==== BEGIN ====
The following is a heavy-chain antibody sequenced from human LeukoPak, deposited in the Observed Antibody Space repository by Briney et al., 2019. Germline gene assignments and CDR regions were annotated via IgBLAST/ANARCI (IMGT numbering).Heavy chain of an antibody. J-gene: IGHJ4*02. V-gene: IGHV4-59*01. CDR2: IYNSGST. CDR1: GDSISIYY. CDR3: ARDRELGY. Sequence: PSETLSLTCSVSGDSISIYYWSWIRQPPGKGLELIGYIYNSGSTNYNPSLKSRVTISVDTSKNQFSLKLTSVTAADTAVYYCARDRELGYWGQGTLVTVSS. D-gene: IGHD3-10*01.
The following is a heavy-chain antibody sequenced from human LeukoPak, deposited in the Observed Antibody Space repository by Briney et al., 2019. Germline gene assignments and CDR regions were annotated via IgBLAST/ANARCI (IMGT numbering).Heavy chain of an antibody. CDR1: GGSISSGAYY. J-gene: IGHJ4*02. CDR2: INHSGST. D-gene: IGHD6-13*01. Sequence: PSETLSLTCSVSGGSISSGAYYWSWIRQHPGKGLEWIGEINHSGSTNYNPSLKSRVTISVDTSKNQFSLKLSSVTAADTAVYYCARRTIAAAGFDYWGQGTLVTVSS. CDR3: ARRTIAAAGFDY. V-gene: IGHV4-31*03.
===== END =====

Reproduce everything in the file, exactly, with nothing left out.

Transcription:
The following is a heavy-chain antibody sequenced from human LeukoPak, deposited in the Observed Antibody Space repository by Briney et al., 2019. Germline gene assignments and CDR regions were annotated via IgBLAST/ANARCI (IMGT numbering).Heavy chain of an antibody. J-gene: IGHJ4*02. V-gene: IGHV4-59*01. CDR2: IYNSGST. CDR1: GDSISIYY. CDR3: ARDRELGY. Sequence: PSETLSLTCSVSGDSISIYYWSWIRQPPGKGLELIGYIYNSGSTNYNPSLKSRVTISVDTSKNQFSLKLTSVTAADTAVYYCARDRELGYWGQGTLVTVSS. D-gene: IGHD3-10*01.
The following is a heavy-chain antibody sequenced from human LeukoPak, deposited in the Observed Antibody Space repository by Briney et al., 2019. Germline gene assignments and CDR regions were annotated via IgBLAST/ANARCI (IMGT numbering).Heavy chain of an antibody. CDR1: GGSISSGAYY. J-gene: IGHJ4*02. CDR2: INHSGST. D-gene: IGHD6-13*01. Sequence: PSETLSLTCSVSGGSISSGAYYWSWIRQHPGKGLEWIGEINHSGSTNYNPSLKSRVTISVDTSKNQFSLKLSSVTAADTAVYYCARRTIAAAGFDYWGQGTLVTVSS. CDR3: ARRTIAAAGFDY. V-gene: IGHV4-31*03.